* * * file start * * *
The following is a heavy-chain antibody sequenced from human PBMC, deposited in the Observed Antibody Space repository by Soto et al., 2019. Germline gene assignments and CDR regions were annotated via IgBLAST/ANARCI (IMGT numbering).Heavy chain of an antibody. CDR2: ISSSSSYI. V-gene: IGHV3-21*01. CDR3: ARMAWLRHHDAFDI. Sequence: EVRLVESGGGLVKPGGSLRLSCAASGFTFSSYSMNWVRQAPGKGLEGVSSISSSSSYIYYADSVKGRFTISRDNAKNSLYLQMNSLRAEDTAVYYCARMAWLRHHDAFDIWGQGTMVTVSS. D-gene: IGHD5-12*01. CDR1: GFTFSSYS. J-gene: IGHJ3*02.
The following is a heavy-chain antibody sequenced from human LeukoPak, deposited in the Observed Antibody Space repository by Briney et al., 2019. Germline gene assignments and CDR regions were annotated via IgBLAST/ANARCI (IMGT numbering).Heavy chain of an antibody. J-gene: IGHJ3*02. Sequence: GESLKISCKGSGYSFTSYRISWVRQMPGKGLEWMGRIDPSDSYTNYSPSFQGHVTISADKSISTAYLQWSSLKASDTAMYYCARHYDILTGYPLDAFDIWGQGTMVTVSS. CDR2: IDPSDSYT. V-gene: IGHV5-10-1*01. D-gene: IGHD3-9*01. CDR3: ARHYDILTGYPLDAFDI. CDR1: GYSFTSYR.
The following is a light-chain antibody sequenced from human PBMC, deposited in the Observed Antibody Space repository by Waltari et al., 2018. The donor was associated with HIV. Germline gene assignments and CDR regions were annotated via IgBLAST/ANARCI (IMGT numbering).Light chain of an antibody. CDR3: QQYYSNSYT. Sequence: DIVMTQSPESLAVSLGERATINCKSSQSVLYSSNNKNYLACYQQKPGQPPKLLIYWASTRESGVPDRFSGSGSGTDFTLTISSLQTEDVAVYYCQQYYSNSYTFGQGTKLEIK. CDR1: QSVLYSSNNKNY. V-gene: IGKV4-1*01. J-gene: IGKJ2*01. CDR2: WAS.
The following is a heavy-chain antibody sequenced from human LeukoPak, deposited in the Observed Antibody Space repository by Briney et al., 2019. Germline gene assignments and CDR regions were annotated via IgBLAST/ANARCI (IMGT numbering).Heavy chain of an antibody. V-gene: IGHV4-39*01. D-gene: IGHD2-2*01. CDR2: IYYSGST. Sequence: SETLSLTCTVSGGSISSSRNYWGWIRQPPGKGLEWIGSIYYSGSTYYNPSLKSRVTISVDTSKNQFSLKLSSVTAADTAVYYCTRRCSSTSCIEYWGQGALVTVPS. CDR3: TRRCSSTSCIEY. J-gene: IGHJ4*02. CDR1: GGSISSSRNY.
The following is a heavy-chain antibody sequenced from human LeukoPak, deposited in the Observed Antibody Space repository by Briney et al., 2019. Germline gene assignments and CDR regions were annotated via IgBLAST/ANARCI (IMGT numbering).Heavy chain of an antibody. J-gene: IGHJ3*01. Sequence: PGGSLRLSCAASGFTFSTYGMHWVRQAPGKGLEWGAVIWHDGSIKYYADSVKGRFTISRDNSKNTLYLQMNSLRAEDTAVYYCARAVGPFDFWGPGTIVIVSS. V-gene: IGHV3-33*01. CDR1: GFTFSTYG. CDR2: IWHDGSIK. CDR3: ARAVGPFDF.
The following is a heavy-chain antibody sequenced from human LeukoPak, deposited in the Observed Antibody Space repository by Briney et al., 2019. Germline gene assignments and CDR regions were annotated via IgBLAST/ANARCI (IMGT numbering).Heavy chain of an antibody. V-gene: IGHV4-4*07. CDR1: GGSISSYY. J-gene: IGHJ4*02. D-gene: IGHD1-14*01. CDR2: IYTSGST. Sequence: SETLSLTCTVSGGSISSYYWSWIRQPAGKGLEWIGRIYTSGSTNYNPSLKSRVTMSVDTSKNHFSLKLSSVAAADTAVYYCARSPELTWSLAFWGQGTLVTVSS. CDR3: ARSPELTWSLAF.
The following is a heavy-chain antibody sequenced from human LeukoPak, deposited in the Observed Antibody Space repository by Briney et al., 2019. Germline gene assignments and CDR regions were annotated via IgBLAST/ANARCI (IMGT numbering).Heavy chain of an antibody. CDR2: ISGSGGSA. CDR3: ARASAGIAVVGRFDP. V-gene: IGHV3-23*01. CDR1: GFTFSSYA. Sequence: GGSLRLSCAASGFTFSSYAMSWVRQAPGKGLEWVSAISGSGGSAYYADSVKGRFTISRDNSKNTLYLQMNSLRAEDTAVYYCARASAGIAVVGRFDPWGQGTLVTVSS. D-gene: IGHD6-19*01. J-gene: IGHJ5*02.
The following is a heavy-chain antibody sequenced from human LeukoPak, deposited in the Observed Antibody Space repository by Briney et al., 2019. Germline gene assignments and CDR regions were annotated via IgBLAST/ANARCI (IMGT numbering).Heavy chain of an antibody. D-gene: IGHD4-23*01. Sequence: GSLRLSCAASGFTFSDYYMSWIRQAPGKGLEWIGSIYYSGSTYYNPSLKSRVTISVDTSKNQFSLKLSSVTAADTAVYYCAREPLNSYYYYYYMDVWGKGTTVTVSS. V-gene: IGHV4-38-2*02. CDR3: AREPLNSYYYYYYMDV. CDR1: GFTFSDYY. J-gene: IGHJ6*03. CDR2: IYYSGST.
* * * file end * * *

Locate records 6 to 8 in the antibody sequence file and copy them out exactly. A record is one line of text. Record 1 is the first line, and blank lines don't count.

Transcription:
The following is a heavy-chain antibody sequenced from human LeukoPak, deposited in the Observed Antibody Space repository by Briney et al., 2019. Germline gene assignments and CDR regions were annotated via IgBLAST/ANARCI (IMGT numbering).Heavy chain of an antibody. V-gene: IGHV4-4*07. CDR1: GGSISSYY. J-gene: IGHJ4*02. D-gene: IGHD1-14*01. CDR2: IYTSGST. Sequence: SETLSLTCTVSGGSISSYYWSWIRQPAGKGLEWIGRIYTSGSTNYNPSLKSRVTMSVDTSKNHFSLKLSSVAAADTAVYYCARSPELTWSLAFWGQGTLVTVSS. CDR3: ARSPELTWSLAF.
The following is a heavy-chain antibody sequenced from human LeukoPak, deposited in the Observed Antibody Space repository by Briney et al., 2019. Germline gene assignments and CDR regions were annotated via IgBLAST/ANARCI (IMGT numbering).Heavy chain of an antibody. CDR2: ISGSGGSA. CDR3: ARASAGIAVVGRFDP. V-gene: IGHV3-23*01. CDR1: GFTFSSYA. Sequence: GGSLRLSCAASGFTFSSYAMSWVRQAPGKGLEWVSAISGSGGSAYYADSVKGRFTISRDNSKNTLYLQMNSLRAEDTAVYYCARASAGIAVVGRFDPWGQGTLVTVSS. D-gene: IGHD6-19*01. J-gene: IGHJ5*02.
The following is a heavy-chain antibody sequenced from human LeukoPak, deposited in the Observed Antibody Space repository by Briney et al., 2019. Germline gene assignments and CDR regions were annotated via IgBLAST/ANARCI (IMGT numbering).Heavy chain of an antibody. D-gene: IGHD4-23*01. Sequence: GSLRLSCAASGFTFSDYYMSWIRQAPGKGLEWIGSIYYSGSTYYNPSLKSRVTISVDTSKNQFSLKLSSVTAADTAVYYCAREPLNSYYYYYYMDVWGKGTTVTVSS. V-gene: IGHV4-38-2*02. CDR3: AREPLNSYYYYYYMDV. CDR1: GFTFSDYY. J-gene: IGHJ6*03. CDR2: IYYSGST.